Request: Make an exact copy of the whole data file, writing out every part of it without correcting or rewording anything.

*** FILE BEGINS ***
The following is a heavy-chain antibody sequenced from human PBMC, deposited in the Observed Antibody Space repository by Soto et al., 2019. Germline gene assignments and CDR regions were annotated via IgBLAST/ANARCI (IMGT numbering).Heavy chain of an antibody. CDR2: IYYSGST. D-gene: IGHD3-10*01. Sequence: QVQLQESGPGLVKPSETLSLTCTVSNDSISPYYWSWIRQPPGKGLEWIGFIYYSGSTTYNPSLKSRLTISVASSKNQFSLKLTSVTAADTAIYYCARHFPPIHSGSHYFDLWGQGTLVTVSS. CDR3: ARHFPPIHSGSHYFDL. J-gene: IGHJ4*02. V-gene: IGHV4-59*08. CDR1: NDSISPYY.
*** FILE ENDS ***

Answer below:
The following is a heavy-chain antibody sequenced from human PBMC, deposited in the Observed Antibody Space repository by Soto et al., 2019. Germline gene assignments and CDR regions were annotated via IgBLAST/ANARCI (IMGT numbering).Heavy chain of an antibody. CDR2: IYYSGST. D-gene: IGHD3-10*01. Sequence: QVQLQESGPGLVKPSETLSLTCTVSNDSISPYYWSWIRQPPGKGLEWIGFIYYSGSTTYNPSLKSRLTISVASSKNQFSLKLTSVTAADTAIYYCARHFPPIHSGSHYFDLWGQGTLVTVSS. CDR3: ARHFPPIHSGSHYFDL. J-gene: IGHJ4*02. V-gene: IGHV4-59*08. CDR1: NDSISPYY.